Truth is an underbelly
that not many people
ever want to look at.
It sounds good in the abstract –
people always seem to clamor for it,
to demand that they be given it
from those on high.
But when the rubber meets the road,
that is to say,
when the shit hits the fan,
there just aren’t a whole lot
of people brave enough, willing enough, or
intelligent enough to face it, to
deal with it in all its awesomeness.
The truth hurts, and that’s the truth.
Most people would rather have
the little white lie
that helps them fall asleep at night,
telling them everything is all right,
rather than acknowledge the truth
of the matter, which is that
everything is not all right.
War is the truth.
Famine is the truth.
Poverty is the truth.
Death is the truth.
But people want to live forever,
so they hide from the truth,
they ignore the truth, until that
final breath when the truth comes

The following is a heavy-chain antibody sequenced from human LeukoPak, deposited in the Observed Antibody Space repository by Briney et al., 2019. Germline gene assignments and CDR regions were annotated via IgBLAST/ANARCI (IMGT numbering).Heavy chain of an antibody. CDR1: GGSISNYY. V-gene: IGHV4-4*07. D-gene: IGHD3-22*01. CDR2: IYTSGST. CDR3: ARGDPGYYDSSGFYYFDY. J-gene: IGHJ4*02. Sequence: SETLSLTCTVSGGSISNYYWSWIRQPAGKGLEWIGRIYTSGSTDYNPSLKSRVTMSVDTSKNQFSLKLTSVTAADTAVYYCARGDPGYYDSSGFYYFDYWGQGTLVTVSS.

calling, whether they like it or not.
Truth is a destructive force;
it tears down all the fake plastic walls
that people build up around
themselves during their lives.
Truth can be a bastard and a bitch,
remorseless; without emotion, it
trudges its way forward through
time and space, taking no prisoners.
Truth does not hold hands;
it doesn’t play patty-cake.
Truth is a sharp knife;
it cuts with absolute precision.
Truth is the most powerful force
in all existence,
and that is why it is scary as hell.
Truth does not play favorites;
it doesn’t care about petty trivialities
such as skin color, political leaning,
or how much cheese someone
has stored away for a rainy day.
Truth is an Apocalyptic fire;
it is a final Revelation;
it is an end and a beginning.

Scott Thomas Outlar is a lover of truth and enjoys researching philosophy, psychology, politics, spirituality, and any other facet of consciousness in the pursuit of reaching a higher state of vibration. He also enjoys writing rants, poems, essays, short stories, and prose-fusion screeds covering such subjects. Scott Thomas can be reached at You can also watch and/or subscribe to his YouTube Channel Read other articles by Scott Thomas, or visit Scott Thomas's website.